The Sustainable Camping Essentials checklist

Author: Adela


camping checklist

I love camping! It's my all-time favourite outdoor activity, especially if it's wild camping combined with trekking.  There is no better way to connect with nature and take some time off from daily routine. 

My first camping trip was only a few years ago and it wasn't really a great one. I was pretty scared, uncomfortable and very much unprepared.  This is where this camping essentials checklist might have come in handy for me, but I had no such thing. 

Since then, I've become quite an expert I might say, because there was no way I was going on the next one without being ready.

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Sleeping Essentials


Choosing the right tent depends a lot on where you're going and what your expectations are. I recommend getting one that has 2 layers: a base layer, similar to a net, for hot summer days and another protection layer that goes above and is secured by pegs to stay on top of the basic layer. Having a space between the two layers is essential for having good ventilation. Most seller will tell you that tents with only one layer are OK and will keep a summer rain away. I haven't yet found one for which this is actually true. 

I like tents that have a porch, very useful on those rainy days when you don't want to get wet while having breakfast in the morning but also for keeping your shoes outside your sleeping area.

Sleeping bag

It's always best to have a sleeping bag than not have one. No duvet or blankets will ever make up for not having a sleeping bag. Choosing the right one depends, again, on what you're going to use it for. They normally have the suitable comfortable temperatures written on the labels and that's probably the main information you need for choosing the right one. Ideally, it should weight around 1kg or less. 

There are also twin sleeping bags that are great if you're travelling in a couple and want to stay close for the night. Make sure you choose the L (left) and R(right), not two of the same kind (I might have done that). 

Sleeping bag liner

Although it might not be a necessity for most campers, I always choose to get a sleeping bag liner. It ads an extra layer of warmth to the sleeping bag. Plus, it's always nice to sleep on fresh sheets. This will be a thin barrier between your possible sweaty body and the already hard to clean sleeping bag.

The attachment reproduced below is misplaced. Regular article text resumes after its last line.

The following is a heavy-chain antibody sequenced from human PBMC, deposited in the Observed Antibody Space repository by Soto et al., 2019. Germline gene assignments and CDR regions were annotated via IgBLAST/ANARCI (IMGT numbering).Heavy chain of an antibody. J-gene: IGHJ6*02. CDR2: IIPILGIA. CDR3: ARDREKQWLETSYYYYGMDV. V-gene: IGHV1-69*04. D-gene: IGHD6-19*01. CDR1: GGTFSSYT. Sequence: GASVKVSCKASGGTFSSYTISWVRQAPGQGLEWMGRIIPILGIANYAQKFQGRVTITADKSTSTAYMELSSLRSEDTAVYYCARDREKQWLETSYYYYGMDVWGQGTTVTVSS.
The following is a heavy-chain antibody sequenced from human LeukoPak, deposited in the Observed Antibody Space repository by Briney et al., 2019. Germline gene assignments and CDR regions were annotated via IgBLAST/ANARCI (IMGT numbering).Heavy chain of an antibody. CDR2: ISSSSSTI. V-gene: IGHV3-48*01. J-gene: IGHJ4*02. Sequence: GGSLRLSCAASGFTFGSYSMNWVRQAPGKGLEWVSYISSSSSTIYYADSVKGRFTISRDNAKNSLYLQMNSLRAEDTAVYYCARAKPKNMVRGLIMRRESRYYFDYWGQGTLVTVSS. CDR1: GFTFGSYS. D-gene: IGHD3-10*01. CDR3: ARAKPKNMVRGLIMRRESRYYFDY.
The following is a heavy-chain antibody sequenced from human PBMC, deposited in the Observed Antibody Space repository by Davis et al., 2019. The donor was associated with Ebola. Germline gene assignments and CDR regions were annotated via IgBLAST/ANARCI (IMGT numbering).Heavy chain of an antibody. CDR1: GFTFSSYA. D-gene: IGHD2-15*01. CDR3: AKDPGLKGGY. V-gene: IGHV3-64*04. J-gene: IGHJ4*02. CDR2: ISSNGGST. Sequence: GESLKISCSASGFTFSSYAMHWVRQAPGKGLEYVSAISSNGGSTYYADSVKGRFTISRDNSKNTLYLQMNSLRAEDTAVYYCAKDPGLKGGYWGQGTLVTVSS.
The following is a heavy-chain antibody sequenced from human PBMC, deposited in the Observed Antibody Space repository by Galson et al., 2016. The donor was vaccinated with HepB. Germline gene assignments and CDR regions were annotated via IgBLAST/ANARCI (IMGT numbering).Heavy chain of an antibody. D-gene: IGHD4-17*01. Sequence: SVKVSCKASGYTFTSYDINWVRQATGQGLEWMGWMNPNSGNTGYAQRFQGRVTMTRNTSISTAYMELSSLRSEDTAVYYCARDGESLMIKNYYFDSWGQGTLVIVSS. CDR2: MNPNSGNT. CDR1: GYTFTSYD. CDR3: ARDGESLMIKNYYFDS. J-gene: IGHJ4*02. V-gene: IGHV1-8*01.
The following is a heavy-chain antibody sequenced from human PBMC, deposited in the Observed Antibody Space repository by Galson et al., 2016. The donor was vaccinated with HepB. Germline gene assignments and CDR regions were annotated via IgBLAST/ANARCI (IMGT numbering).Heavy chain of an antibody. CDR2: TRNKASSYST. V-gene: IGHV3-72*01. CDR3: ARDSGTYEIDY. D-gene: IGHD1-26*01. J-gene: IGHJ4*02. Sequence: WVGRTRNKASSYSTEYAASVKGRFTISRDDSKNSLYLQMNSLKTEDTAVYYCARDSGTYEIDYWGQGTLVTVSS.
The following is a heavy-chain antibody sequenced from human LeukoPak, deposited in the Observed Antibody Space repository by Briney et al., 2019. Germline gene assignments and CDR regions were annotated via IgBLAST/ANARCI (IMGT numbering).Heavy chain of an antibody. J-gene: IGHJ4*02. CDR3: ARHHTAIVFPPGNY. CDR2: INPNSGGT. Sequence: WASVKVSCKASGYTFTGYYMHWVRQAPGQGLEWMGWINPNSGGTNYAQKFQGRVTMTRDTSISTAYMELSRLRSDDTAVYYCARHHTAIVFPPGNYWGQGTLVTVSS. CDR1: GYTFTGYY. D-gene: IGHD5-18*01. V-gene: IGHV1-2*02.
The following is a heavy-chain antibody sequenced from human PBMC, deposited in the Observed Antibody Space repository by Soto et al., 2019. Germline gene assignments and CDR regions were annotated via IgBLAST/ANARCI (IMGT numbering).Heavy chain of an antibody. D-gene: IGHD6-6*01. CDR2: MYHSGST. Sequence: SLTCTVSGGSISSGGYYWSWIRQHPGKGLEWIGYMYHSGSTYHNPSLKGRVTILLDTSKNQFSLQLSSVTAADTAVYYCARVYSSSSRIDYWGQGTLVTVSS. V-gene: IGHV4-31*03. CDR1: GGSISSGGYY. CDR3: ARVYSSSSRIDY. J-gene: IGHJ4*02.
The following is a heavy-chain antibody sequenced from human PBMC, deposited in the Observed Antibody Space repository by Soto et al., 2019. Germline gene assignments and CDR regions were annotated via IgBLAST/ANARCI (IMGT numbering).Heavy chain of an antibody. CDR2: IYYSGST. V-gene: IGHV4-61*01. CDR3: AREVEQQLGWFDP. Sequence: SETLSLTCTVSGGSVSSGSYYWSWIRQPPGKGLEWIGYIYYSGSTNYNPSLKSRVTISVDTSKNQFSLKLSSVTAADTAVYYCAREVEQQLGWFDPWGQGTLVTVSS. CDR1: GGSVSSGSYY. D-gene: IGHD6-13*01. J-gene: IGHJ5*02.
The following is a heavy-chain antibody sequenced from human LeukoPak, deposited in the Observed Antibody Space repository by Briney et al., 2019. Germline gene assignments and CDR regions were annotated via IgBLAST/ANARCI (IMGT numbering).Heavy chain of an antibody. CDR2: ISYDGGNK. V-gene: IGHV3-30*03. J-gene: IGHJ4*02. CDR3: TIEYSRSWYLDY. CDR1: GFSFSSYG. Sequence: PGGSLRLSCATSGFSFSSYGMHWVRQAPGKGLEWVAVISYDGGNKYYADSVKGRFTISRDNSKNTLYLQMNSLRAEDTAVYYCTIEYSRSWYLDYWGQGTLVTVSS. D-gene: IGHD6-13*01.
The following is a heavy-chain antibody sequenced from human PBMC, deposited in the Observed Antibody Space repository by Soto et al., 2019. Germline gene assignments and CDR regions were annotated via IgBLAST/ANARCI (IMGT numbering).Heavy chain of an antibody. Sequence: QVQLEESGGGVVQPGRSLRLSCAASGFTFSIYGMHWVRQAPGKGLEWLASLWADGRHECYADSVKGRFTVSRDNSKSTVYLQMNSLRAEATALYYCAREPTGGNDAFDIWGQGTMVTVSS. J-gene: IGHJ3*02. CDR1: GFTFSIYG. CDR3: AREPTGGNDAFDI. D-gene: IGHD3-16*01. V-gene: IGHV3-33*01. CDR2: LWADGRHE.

Sleeping Mat

Never ever go on a camping trip without a mat! If you like the idea of feeling like comfortable, you might be tempted to get an inflatable or self-inflatable mattress, which is perfectly fine. Remember that between your back and the cold ground will only be a thin sheet of plastic and air, so you will need a rubber mat underneath just so you don't wake up frozen. A fitness or yoga mat is perfectly fine for this. 

Ground mat

Most tents already have a ground mat, but ever since I got my first extra ground mat, I've felt the difference. This isn't something you can't live without while camping, but it's one of those things I couldn't go without. It works as a complementary  layer to sit in between the tent and the ground and protects the tent from getting pierced from underneath as well.

Mallet, spare pegs and puller

Pegs get lost. Always! I don't know where they go, but I never return with all of them. Pegs are good for properly installing your tent and sometimes come in handy for other projects like making additional shading installations. 

The mallet should preferably be wooden or rubber and should be used gently to tap on the pegs. Using a lot of force would only bend and damage the pegs unnecessarily. A puller will save you time and damaging your hands when leaving an trying to uninstall your tent. 


I should tattoo this on my forearm, really: don't forget flip-flops! Trying to tie your shoes in the middle of the night when your bladder can't hold it anymore is no fun. 


Choose something comfortable to sleep in. If it's cold outside, try adding layers rather than having one thick sweatshirt. A sleeping bag will keep you warm and you might want to take some clothes off during the night. 

Rain cover for tent

Everyone knows you can't trust the weather in the UK, but that can also stand for other places. If you head for the mountains especially, one quick shower can ruin your accommodation for the night. I always get an extra protective sheet as a precaution so I don't spend my time drying clothes or trying to get the water out of the tent. 


Head torch

It can be difficult to find your way in the dark while your hands are busy doing or carrying something else. A head torch is very helpful always, but make sure you don't wear it around the campfire just so you don't blind someone. 

Head torches can vary in size and power and I found the ones from Petzl to be the best. My first head torch was a cheap Made in China one that kept falling from the socket and eating through batteries.

Spare rechargeable batteries

Rechargeable batteries are somewhat more sustainable than regular alkalines because you don't have to buy them that often. Make sure you have enough spares. I usually take them for the head torch.  

Self-charging torch